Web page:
Same ol’ same ol’ snake oil

Until science comes up with a solution, we will all keep getting older. And with age, comes health issues. The inevitable consequence of jucies and enzyme drying up, tendons tightening, and muscles loosening.

Like many people my age, I’m getting more and more interested in ‘wellness’ as a concept. If I can hit old age in the best possible shape, it might make my life a lot more pleasant. Right?

Lately, I’ve read a number of articles in reputable places (too reputable to mention or list here) and been disturb to realise how frequently they are actually sales pitches for modern day ‘snake oil’. Fortunately, these articles all seem to follow a similar template and are, therefore, easy to identify.

The template for selling dodgy health products

  1. Instill concern in the mind of the reader by quoting statistics that demonstrate their personal health is at risk. For example, at the start of the article there is a “startling fact” such as “90% of Americans don’t get enough vitamin B12″.
  2. Build credibility for this argument by quoting eminent scientists, particularly Nobel Prize winners. Everyone trusts a Laureate.
  3. Offer a solution that’s unique to a single company or product.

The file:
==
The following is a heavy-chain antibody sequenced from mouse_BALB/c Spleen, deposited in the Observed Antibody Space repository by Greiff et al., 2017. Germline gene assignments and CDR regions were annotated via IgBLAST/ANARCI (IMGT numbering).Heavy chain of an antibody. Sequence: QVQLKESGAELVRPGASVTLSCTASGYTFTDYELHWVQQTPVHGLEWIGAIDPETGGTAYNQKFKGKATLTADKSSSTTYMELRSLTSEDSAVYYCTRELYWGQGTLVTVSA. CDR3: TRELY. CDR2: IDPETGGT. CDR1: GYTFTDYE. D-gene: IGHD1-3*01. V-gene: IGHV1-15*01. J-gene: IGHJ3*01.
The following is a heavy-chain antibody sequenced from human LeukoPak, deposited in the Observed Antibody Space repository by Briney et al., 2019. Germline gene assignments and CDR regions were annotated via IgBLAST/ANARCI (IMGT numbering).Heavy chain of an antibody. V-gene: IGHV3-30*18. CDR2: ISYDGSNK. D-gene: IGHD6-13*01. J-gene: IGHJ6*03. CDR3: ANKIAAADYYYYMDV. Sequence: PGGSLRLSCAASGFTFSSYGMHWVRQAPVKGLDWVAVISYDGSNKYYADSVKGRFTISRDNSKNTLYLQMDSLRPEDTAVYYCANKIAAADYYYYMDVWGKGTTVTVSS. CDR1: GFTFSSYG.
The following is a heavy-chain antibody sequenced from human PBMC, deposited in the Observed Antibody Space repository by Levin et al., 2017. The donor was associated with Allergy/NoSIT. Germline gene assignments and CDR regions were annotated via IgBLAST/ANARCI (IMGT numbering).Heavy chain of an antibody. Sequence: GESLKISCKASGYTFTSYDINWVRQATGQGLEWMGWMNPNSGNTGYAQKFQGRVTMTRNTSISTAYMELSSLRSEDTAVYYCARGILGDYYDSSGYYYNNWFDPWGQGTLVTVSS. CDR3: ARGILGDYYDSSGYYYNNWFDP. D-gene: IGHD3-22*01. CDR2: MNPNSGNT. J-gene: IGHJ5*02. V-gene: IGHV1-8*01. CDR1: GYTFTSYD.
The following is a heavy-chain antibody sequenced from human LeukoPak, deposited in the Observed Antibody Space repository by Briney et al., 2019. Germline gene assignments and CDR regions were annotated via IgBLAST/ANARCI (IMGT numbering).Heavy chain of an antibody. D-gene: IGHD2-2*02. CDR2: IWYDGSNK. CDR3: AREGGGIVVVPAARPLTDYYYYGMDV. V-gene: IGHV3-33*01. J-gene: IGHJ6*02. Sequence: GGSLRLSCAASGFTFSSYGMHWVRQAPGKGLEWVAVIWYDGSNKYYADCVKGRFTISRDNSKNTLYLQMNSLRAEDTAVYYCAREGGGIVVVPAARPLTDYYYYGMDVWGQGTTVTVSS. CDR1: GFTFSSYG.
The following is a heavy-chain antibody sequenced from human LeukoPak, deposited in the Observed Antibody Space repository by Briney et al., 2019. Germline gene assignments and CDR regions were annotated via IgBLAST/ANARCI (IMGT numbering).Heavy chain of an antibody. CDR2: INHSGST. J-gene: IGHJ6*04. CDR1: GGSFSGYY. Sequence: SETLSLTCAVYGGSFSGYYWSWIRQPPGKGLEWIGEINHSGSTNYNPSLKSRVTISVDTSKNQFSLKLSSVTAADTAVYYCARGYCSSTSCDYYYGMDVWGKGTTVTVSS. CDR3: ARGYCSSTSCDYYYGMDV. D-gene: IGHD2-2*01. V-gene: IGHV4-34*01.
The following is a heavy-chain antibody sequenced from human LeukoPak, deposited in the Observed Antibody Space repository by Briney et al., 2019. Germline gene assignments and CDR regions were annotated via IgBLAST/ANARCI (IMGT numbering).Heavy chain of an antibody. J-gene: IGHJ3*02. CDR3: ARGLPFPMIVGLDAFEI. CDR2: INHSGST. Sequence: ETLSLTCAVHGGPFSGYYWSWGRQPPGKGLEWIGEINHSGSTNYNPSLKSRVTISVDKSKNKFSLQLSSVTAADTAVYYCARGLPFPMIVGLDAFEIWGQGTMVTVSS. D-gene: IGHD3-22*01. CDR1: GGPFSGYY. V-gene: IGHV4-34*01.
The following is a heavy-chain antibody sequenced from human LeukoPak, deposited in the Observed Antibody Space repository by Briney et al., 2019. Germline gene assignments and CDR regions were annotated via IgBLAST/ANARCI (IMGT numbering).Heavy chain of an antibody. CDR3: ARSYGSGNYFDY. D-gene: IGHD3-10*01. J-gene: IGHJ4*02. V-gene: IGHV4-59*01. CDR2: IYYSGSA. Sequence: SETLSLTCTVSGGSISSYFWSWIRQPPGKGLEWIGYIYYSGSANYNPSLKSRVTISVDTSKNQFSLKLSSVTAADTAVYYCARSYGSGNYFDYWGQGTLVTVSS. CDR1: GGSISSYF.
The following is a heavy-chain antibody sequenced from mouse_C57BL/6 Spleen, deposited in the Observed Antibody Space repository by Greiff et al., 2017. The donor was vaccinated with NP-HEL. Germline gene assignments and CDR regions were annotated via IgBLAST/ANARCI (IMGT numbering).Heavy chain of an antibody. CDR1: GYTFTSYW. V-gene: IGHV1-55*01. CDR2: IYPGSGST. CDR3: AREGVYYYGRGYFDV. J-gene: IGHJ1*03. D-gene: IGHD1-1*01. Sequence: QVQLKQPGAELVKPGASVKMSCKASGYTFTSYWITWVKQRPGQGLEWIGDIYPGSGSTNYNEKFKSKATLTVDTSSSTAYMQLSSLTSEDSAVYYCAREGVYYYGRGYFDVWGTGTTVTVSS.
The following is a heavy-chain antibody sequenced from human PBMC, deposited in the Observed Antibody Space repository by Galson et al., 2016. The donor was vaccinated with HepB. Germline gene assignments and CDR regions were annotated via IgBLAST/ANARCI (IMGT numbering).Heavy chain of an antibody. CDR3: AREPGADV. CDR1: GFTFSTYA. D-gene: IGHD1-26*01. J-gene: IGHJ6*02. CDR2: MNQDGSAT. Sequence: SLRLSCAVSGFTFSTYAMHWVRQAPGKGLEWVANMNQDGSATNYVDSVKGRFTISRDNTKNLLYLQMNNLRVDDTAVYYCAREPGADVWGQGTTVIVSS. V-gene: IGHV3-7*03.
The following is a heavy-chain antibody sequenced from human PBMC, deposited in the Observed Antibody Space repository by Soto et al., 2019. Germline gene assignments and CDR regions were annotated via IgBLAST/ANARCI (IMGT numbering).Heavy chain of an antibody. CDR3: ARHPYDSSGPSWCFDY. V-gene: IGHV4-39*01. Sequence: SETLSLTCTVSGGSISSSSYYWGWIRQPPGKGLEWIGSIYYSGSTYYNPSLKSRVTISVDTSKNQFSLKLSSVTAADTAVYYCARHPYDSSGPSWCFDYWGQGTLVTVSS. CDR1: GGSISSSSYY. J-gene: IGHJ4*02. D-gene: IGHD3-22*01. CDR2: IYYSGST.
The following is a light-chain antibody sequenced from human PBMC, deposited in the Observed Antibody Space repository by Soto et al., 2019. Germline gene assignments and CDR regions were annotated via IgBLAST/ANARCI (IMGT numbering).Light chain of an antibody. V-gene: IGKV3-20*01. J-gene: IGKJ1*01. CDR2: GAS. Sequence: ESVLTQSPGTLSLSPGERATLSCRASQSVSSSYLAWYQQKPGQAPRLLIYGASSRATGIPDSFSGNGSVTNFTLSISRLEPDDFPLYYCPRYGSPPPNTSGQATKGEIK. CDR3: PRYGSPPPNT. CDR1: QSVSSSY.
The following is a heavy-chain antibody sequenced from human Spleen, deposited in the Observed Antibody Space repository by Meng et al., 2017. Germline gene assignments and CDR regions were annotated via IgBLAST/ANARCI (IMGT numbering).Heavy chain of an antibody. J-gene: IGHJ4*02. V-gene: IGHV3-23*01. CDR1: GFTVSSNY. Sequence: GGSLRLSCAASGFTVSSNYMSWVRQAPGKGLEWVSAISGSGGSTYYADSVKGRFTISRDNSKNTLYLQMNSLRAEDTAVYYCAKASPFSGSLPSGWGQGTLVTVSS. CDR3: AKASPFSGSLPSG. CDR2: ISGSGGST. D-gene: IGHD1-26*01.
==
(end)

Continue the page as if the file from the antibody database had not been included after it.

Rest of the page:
4. Reinforce credibility by the use of metrics that sound scientific, but are actually quite meaningless. Typically something like: “Our vitamin B12 has a 27% higher metabolic conversion than our competitors”.
  5. Sound like a physician and give very exact, pedantic instructions on dosing, etc. Ignoring the fact that the reader may be a 100lb girl, or a 300lb 50 year old male.

In some instances the author even helpfully lays out each of the above points as an individual paragraph. But, sometimes you have to work a little — not a lot— to put a checkmark on all of the above points. Next time you read a wellness article that appears to be the solution to your problem, run through this checklist. You’ll be amazed! I promise.

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